Servings & Portions

Printer-friendly versionPrinter-friendly versionSend to friendSend to friend

multicolored cups

Do you have to measure or weigh everything you eat? Not really. Some people find it helps to measure things carefully at first, but once you get used to your new eating plan, strict measuring probably won’t be necessary. But, what exactly is a serving? And is that different from a portion?

The word "serving" can have different meanings depending on how it is used. A Dietary Approaches to Stop Hypertension Plan serving is how much of each food you should eat to meet the plan’s daily recommendation. (See below to learn more about serving sizes on the Nutrition Facts label).

The term "portion" means how much of a single food is actually on your dish—a portion size can vary from meal to meal. For example, one restaurant might serve larger portions than another.

Here are some pictures to help you understand about how much you are eating.

golf ball, deck of cards, and four dice
Two tablespoons cream cheese = golf ball Three ounces meat or poultry = deck of cards 1 to 1½ ounces cheese = four dice
pen and checkbook, baseball, and a hand
Three ounces grilled/baked fish = checkbook One cup cooked vegetables, salad, baked potato = baseball Three ounces of meat or poultry = Palm of hand
bowl of popcorn

Here's a Tip

Snacking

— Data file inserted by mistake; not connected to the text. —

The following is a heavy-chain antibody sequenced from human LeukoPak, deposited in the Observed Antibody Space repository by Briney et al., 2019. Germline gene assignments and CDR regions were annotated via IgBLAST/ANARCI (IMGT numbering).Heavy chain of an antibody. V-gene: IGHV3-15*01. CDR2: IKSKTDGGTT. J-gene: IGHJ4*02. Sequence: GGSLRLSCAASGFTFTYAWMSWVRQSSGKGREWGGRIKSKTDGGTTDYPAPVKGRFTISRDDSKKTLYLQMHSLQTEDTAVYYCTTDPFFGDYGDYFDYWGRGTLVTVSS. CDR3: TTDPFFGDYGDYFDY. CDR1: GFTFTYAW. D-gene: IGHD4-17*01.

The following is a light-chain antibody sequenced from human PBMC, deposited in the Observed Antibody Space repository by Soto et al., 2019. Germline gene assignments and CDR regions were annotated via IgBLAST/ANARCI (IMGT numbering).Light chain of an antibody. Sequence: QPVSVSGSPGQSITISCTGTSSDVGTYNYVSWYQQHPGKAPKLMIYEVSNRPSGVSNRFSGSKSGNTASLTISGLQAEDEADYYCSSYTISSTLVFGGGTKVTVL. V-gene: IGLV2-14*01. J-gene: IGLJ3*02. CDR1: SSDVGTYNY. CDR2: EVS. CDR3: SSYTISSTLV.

Snacks are okay, as long as they are smart food choices. If you want an afternoon pick-me-up or after-dinner snack, have a piece of fruit, or spread peanut butter or low-fat cream cheese on whole wheat toast. Don’t forget to include snacks in your daily food count. For example, one tablespoon of peanut butter spread on a slice of whole wheat toast counts toward the grains group and the protein foods group. Some ideas for healthy snacking include:

  • Have an ounce of cheese with some whole-grain crackers, a container of low-fat or fat-free yogurt, or some low-fat popcorn.
  • Put fruit instead of candy in the bowl on your coffee table.
  • Keep a container of cleaned, raw vegetables in the fridge.
  • If you want some chips or nuts, don’t eat from the bag. Count out a serving, and put the bag away.

 

Here are some more pictures to help you understand how much you are eating:

cupcake wrapper, hand with finger circled
Half cup fruit, beans, rice, noodles, or ice cream = cupcake wrapper, half of a baseball One teaspoon margarine or oil = tip of first finger
compact disc, egg
One pancake or tortilla = compact disc or DVD Quarter cup raisins = large egg

 

What's On Your Plate? is based on the nutrition recommendations for older adults in the Dietary Guidelines for Americans, 2010 from the U.S. Department of Agriculture (USDA) and the U.S. Department of Health and Human Services (HHS).